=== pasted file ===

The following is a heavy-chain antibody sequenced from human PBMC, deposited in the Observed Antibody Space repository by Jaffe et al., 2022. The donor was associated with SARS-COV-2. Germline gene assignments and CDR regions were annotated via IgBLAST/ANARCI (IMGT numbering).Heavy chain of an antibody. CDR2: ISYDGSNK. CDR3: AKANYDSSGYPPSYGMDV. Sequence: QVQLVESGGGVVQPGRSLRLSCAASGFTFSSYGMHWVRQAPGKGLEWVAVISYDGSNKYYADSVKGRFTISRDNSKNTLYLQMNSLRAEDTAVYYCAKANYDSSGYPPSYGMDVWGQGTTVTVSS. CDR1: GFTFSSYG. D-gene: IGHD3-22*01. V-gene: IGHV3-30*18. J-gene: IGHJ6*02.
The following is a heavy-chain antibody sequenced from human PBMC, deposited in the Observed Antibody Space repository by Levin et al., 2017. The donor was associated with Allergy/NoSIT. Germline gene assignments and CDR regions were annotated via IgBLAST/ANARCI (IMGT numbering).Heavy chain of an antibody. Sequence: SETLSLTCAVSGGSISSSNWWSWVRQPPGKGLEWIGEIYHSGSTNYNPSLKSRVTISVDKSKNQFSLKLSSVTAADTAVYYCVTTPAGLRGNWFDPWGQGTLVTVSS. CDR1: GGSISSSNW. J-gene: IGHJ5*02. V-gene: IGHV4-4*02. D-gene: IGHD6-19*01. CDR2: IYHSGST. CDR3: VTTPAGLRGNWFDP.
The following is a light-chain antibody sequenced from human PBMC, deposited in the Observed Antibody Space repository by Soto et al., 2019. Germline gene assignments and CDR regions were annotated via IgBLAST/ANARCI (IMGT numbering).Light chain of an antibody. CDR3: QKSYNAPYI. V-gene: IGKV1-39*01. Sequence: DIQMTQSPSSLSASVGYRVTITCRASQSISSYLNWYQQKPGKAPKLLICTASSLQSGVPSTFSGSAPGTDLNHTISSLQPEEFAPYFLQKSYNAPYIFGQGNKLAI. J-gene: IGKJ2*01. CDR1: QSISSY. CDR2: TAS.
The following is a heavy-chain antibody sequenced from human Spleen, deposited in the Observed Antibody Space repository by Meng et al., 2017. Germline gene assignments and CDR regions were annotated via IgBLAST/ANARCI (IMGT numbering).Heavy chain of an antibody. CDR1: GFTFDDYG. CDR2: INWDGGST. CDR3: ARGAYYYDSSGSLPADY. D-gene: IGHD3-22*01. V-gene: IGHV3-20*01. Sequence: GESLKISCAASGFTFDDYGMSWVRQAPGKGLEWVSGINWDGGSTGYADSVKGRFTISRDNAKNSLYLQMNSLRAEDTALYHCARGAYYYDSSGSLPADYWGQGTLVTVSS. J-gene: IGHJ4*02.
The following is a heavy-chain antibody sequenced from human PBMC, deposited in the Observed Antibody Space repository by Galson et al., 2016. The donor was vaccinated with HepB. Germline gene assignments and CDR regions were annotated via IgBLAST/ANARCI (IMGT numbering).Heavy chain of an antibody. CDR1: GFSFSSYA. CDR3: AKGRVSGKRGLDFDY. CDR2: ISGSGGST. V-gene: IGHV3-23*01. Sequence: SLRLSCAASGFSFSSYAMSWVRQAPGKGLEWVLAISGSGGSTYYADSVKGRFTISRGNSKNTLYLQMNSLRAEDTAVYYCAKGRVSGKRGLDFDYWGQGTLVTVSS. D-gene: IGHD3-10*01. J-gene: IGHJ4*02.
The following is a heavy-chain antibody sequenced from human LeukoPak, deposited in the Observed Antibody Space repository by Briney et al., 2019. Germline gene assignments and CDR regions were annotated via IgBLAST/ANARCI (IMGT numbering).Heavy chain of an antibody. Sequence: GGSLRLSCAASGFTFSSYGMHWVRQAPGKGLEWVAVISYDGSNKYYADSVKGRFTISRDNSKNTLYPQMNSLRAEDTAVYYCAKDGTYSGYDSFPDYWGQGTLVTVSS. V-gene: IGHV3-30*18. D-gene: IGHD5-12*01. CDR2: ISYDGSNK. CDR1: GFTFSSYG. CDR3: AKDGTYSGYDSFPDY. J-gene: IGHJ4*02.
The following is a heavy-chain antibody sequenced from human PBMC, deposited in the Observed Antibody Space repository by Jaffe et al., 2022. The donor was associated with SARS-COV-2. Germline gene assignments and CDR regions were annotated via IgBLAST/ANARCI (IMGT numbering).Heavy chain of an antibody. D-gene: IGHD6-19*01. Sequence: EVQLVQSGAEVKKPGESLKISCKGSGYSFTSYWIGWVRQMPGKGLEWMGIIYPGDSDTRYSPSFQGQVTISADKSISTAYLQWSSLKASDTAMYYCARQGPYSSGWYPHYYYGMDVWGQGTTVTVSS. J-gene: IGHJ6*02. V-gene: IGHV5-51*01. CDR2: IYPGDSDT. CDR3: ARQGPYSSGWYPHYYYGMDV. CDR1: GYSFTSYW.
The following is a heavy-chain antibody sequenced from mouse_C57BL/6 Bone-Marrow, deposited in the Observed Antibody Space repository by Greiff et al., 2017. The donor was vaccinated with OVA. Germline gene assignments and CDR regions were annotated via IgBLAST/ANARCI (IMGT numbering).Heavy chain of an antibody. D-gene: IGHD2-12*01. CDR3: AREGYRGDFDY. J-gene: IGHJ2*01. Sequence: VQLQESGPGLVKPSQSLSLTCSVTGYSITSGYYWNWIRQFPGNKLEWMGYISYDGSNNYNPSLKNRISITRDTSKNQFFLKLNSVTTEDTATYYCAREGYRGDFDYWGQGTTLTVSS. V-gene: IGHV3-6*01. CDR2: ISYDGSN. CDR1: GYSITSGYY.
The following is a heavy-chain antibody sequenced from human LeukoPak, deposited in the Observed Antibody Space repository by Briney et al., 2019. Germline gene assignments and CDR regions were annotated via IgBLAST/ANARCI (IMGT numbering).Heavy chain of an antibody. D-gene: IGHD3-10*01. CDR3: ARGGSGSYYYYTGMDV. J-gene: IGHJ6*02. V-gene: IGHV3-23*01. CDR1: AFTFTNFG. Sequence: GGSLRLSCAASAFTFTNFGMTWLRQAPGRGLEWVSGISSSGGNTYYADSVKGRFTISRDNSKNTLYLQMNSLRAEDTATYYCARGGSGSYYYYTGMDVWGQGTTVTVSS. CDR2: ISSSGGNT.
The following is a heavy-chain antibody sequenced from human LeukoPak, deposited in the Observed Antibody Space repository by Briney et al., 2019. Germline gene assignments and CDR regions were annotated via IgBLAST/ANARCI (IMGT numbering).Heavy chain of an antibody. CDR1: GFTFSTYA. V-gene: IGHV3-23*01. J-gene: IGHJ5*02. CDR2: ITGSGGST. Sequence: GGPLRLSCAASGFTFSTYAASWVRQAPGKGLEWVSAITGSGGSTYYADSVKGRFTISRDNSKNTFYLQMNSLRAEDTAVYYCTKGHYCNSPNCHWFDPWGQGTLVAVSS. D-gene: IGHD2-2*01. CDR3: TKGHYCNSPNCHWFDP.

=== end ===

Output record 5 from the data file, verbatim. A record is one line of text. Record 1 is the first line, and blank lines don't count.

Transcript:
The following is a heavy-chain antibody sequenced from human PBMC, deposited in the Observed Antibody Space repository by Galson et al., 2016. The donor was vaccinated with HepB. Germline gene assignments and CDR regions were annotated via IgBLAST/ANARCI (IMGT numbering).Heavy chain of an antibody. CDR1: GFSFSSYA. CDR3: AKGRVSGKRGLDFDY. CDR2: ISGSGGST. V-gene: IGHV3-23*01. Sequence: SLRLSCAASGFSFSSYAMSWVRQAPGKGLEWVLAISGSGGSTYYADSVKGRFTISRGNSKNTLYLQMNSLRAEDTAVYYCAKGRVSGKRGLDFDYWGQGTLVTVSS. D-gene: IGHD3-10*01. J-gene: IGHJ4*02.